This Wednesday’s Lotto Powerball Jackpot has reached $7 million. That should cover a cruise down the Danube and leave enough to pay the rates bill while you were gone. Surely worth a cheeky punt!? Before you do so, however, consider this – your Powerball lucky dip purchase offers you a 1 in 38,383,800 chance of winning. You are more likely to be knocked down by a bus and hit by a bolt of lightning on the same day (if you live in Auckland those odds are even higher). Quite simply, the odds are stacked against you and this could be considered a rather risky venture.
When it comes to taking risks with the intention of achieving returns there are two approaches – speculating and investing. There is a huge difference between the two and knowing the difference is critical to success. Investing is backed by a solid strategy with defined goals, detailed ongoing analysis and a risk management plan. Speculation is nothing more than gambling.
Lessons from Lotto
In 1992, in Dublin, Ireland, the speculative nature of lotto was turned on its head when in a pub called Scruffy Murphy’s, a 21-strong syndicate hatched a plan that would go into popular folklore and make headlines all over the world.
The syndicate identified a crack in the National Irish Lottery system. At that time, a 6 from 36 format was used, meaning that the odds of hitting the jackpot were (relatively) low with only 1,945,792 combinations. If they were to spend just under a million pounds and buy up every possible combination of numbers, it would guarantee a win.
The lottery draw scheduled for May 30th was targeted, because not only had the jackpot rolled over to £1.7 million but also on that date the lottery organisers were giving a special prize of a guaranteed £100 for matching 4 numbers. This generous offer by the National Lottery was to prove their undoing on this occasion.
In the days leading to the draw date the members, using a printer, filled 243,474 tickets, distributed the cash – £973,896 in all and went about buying tickets up and down the country, targeting quieter lottery sellers so as not to disrupt too many patrons with their bulk purchasing of tickets.
As soon as the plan swung into operation, alarm bells at the National Lottery office started ringing with ticket terminals and agents experiencing unusually high levels of sales.
The National Lottery began shutting down some of these machines, and a serious game of cat and mouse developed between the syndicate and the headquarters of the National Lottery.
In the end, the syndicate managed to buy an estimated £820,000 worth of tickets – which represented over 80% of the combinations. There was still a chance they could miss out on that jackpot.
When the results came in, there was good and bad news. Most importantly, they had the winning ticket! Unfortunately for them, they weren’t the only ones. Two other winning tickets had also been purchased, meaning that the jackpot would be split three ways. The syndicate’s collective bacon was saved by an accumulation of £100 wins for matching four numbers, and overall they reckoned to have made a profit of around £300,000. Not the killing they had hoped for, but not a bad haul either. Although the National Lottery was not too impressed with their tactics, technically they had not broken a law, and the money was paid out.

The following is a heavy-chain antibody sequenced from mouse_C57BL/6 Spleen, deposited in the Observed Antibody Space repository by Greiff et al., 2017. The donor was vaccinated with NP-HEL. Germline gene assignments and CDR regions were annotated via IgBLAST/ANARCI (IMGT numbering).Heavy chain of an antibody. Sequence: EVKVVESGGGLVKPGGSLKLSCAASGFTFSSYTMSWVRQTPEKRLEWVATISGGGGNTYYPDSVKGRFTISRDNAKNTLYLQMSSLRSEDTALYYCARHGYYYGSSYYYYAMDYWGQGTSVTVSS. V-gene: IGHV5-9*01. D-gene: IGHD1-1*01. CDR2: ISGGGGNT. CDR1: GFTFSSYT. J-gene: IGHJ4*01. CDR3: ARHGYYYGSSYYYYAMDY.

Although we certainly do not endorse this behaviour, what the Scruffy’s syndicate understood was that success would come from the balance of probability rather than possibility. Though not fully successful they turned the odds in their favour through research, preparation and a carefully planned and timed execution of their thesis.
Coming back to investing, history has shown us that many investors tend to play the possibilities instead of the probabilities. This drives a divergence between market investment returns and investor returns. Often investors find themselves buying the latest hot stock, chasing that much talked about crypto-currency that has already moved substantially, or just put money into the market because their friends did it. Similarly, investors may take their money and run for the hills because a media article calls ‘worlds end’ or uninformed rhetoric on technical hypothesis. This type of behaviour generally leads to poor results and is really, more akin to speculating your money on low probability outcomes.
At Milford, we do not speculate – we invest! Each of our investment funds have defined strategies, goals and risk profiles. Our investment team is 25 strong. This converts to approximately 1,000 working hours each week and over 500 years of experience. Our dedicated wealth management team can also help find a solution to your investment and lifestyle goals and profile. We may not to be able to achieve a lottery-winning type return overnight but the odds and a satisfactory investment outcome are more firmly in your favour. You may well get to cruise down the Danube after all.
…And if you are thinking to try and replicate this feat, then you will have to look elsewhere. The Irish Lottery now uses a 6 from 47 format. It’s just not possible to buy enough tickets to guarantee a win.